Omran Daqneesh, the five-year-old Syrian boy filmed sitting bloodied and alone in the back of an ambulance Wednesday evening, is “fine and well” according to a member of the team that pulled him from the rubble of a ruined building.
Khaled Khatib, a photographer for the Syrian Civil Defense movement, also known as the White Helmets, told TIME over WhatsApp that “Omran and his family are well now, all his family survived.” He added that Omran’s “injuries were not dangerous” and that although he was “injured in his face,” he only had to stay in hospital for a few hours.
The child was hospitalized after a military strike on the rebel-held Qaterji neighbourhood in eastern Aleppo, in the city that has seen the fiercest fighting of the civil war between the regime of Bashar Assad and rebels dedicated to his ouster. Three people were killed and 10 injured in this strike, including Omran.
Startling footage taken by photojournalist Mahmoud Raslan and circulated by the Aleppo Media Centre shows a dazed-looking and dust-covered Omran being carried into an ambulance. The child is so disoriented that he neither cries nor shouts but instead looks confused as he puts his hand up to a large open wound on his forehead.
His family are nowhere to be seen in the footage, but ABC News journalist Sophie McNeill reported that they were brought to a hospital later. “Omran’s mum and dad then arrived [at the hospital] shortly after… in a second wave of injured people. Only then, once Omran saw them, did he start to cry”.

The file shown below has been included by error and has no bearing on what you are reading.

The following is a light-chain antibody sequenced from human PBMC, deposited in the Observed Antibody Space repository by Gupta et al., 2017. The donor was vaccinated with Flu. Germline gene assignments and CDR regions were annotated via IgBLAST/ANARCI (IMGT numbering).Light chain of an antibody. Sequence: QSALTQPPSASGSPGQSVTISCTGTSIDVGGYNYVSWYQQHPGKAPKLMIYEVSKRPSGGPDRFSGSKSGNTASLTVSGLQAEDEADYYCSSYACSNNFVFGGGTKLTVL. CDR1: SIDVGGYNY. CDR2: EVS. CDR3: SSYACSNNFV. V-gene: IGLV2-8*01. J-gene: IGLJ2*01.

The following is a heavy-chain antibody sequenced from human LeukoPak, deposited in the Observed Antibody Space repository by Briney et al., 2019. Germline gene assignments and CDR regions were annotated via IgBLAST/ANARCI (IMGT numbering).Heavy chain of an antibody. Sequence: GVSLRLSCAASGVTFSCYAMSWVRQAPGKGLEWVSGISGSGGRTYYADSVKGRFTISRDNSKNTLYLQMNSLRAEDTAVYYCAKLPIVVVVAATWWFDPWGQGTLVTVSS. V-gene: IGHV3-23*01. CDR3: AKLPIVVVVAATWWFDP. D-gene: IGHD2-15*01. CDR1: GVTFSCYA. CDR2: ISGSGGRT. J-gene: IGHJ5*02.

Syrian-born photographer Khatib, 20, says he has been a member of the White Helmets for three years. The volunteer-only Syrian rescue and humanitarian group is credited with saving the lives of 60,000 people, and members work under constant attack and fear of death. The group has been nominated for the Nobel Peace Prize because, as Al Jazeera reports, “their efforts to save lives in the most dangerous place on earth are awe-inspiring, and merit the deepest respect”.
Khatib told TIME that seeing children like Omran is a daily occurrence; the Syrian Observatory For Human Rights estimates that more than 14,000 children have died since the conflict began in 2010. “I have a lot of photos of injured children and it is very sad. I hate all of the world whenever I see a child crying, injured or killed.”
The daily routine of a White Helmet rescuer is a grim one, he continues. “During a normal day in Aleppo, I wake up to the sound of air strikes and go to see if there is a new massacre, then try and get water for my home… Air strikes on populated areas that are not under the control of the Syrian army are ongoing. Most hospitals in Aleppo are targeted and the arson makes me crazy.”
The only comfort he gets is from calling his family, who managed to flee Syria to Turkey. “All they want is for me to be with them in Turkey.”
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